The Mosby Heritage Area Association recently announced a partnership with the Bondi family of Old Welbourne to promote protecting important battlefield property by putting them in permanent easements.

“The Bondi Family Land Conservation and Battlefield Preservation Fund” will be available to landowners within the Unison Battlefield Study Area who are considering protecting their land with a permanent conservation easement. The fund is designated to assist landowners with transaction costs, including stewardship, legal, and surveyor fees and the Bondi family has pledged to replenish the fund annually in perpetuity.

Brad Bondi, a nationally recognized attorney who has become the go-to lawyer for corporations in major legal battles, has been slowing amassing properties in the area since 2013 to preserve them for future generations.   

Bondi serves on the local board of directors of the Piedmont Environmental Council (PEC), the National Sporting Library and Museum, and the Great Meadow Foundation. 

Bondi, and his wife, Tandy Bondi, owners of the historic Old Welbourne Farm in Bluemont, recently placed a nearby property in Upperville into a conservation easement in order to protect the land from future development. In 2013, the Bondi family purchased the 165 acre Old Welbourne, which was the birthplace and final resting place of Colonel Richard Dulany, the founder of the Piedmont Fox Hounds and the Upperville Colt and Horse Show. He purchased another adjacent 165 acres in 2015, and then the 145-acre battlefield in 2017.  

(Above: Left, Brad and Tandy Bondi)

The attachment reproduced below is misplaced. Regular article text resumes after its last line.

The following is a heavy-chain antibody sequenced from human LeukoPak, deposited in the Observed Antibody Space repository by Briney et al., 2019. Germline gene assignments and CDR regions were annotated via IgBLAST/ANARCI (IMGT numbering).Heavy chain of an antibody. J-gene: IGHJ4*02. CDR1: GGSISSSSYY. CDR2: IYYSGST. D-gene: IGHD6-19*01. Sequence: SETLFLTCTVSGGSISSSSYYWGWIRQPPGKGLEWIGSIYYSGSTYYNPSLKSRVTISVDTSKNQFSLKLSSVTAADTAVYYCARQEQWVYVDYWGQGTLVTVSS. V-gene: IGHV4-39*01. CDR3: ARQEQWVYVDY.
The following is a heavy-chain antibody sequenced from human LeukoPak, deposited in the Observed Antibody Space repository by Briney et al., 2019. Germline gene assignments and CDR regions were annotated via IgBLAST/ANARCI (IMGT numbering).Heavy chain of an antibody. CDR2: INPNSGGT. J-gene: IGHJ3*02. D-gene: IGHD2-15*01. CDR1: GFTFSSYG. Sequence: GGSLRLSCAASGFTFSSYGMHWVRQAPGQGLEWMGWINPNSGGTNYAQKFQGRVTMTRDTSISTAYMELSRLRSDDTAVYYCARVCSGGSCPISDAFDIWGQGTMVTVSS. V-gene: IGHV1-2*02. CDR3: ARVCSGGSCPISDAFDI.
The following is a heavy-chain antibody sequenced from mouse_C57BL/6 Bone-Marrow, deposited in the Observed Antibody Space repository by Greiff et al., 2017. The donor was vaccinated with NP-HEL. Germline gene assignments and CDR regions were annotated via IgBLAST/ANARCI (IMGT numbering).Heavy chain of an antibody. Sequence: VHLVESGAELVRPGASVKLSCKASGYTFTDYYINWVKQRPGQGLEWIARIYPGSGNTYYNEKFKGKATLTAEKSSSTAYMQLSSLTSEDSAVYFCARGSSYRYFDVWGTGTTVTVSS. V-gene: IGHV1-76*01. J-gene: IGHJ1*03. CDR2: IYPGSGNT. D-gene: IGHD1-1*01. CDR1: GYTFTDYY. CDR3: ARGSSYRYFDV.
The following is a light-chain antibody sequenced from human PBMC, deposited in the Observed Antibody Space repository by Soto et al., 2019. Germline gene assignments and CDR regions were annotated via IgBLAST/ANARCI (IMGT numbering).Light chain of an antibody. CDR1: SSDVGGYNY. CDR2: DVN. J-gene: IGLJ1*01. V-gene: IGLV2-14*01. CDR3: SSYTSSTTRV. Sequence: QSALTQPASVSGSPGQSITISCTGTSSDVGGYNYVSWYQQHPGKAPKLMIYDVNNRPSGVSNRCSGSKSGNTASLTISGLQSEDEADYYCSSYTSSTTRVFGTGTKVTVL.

The 145-acre property, which the Bondi family purchased in 2017, was the site of a famous skirmish in the Battle of Unison where Union soldiers and cavalry, led by General George McClellan, squared off on Nov. 2, 1862, against Confederate solders and cavalry, led by Lieutenant Colonel J.E.B. Stuart and Major John Pelham.  The Confederates ultimately were driven west toward Winchester, but they stalled the Union advance long enough to allow General Robert E. Lee and his Army of Northern Virginia to regroup near Richmond. 

It proved to be a decisive victory for the Confederate Army and led to President Lincoln’s removal of General McLellan from command a mere three day later.  

The Mosby Heritage Area Association has been intensifying preservation efforts by advocating for conservation easements across the Heritage Area, but especially within the Civil War battlefields, as they mark an enormous moment in our collective history. In 2014, MHAA was awarded an American Battlefield Preservation Plan grant to draw up a plan to protect the “Prelude to Gettysburg” cavalry battlefields of June 1863 that raged along the Ashby’s Gap Turnpike, today’s Route 50. 

Since that time, MHAA has assisted in placing part of the Battle of Upperville, “Vineyard Hill”, under easement with the Land Trust of Virginia. This year MHAA facilitated the protection of over 200 acres in the Unison Battlefield which included contributions to each landowner to help offset their financial burden. The success of this assistance illustrated the need to develop such a fund and the Bondi family graciously stepped forward.